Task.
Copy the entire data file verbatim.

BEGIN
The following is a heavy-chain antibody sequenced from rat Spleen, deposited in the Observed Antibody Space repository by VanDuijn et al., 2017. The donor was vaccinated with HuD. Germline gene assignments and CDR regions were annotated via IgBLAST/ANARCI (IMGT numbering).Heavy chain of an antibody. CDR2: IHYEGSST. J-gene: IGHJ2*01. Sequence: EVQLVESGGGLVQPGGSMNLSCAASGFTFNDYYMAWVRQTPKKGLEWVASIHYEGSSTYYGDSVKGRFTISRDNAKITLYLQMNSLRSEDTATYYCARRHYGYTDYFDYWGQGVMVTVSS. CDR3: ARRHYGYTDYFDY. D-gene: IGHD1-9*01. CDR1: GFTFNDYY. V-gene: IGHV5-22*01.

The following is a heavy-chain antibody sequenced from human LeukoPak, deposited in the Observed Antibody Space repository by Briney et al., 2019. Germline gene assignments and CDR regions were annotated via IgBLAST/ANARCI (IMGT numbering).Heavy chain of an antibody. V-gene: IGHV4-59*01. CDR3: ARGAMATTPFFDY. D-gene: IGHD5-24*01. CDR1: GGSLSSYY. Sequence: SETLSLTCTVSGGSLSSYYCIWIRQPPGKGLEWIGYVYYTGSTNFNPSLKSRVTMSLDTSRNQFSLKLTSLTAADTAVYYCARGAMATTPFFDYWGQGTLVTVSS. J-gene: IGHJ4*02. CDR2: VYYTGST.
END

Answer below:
The following is a heavy-chain antibody sequenced from rat Spleen, deposited in the Observed Antibody Space repository by VanDuijn et al., 2017. The donor was vaccinated with HuD. Germline gene assignments and CDR regions were annotated via IgBLAST/ANARCI (IMGT numbering).Heavy chain of an antibody. CDR2: IHYEGSST. J-gene: IGHJ2*01. Sequence: EVQLVESGGGLVQPGGSMNLSCAASGFTFNDYYMAWVRQTPKKGLEWVASIHYEGSSTYYGDSVKGRFTISRDNAKITLYLQMNSLRSEDTATYYCARRHYGYTDYFDYWGQGVMVTVSS. CDR3: ARRHYGYTDYFDY. D-gene: IGHD1-9*01. CDR1: GFTFNDYY. V-gene: IGHV5-22*01.

The following is a heavy-chain antibody sequenced from human LeukoPak, deposited in the Observed Antibody Space repository by Briney et al., 2019. Germline gene assignments and CDR regions were annotated via IgBLAST/ANARCI (IMGT numbering).Heavy chain of an antibody. V-gene: IGHV4-59*01. CDR3: ARGAMATTPFFDY. D-gene: IGHD5-24*01. CDR1: GGSLSSYY. Sequence: SETLSLTCTVSGGSLSSYYCIWIRQPPGKGLEWIGYVYYTGSTNFNPSLKSRVTMSLDTSRNQFSLKLTSLTAADTAVYYCARGAMATTPFFDYWGQGTLVTVSS. J-gene: IGHJ4*02. CDR2: VYYTGST.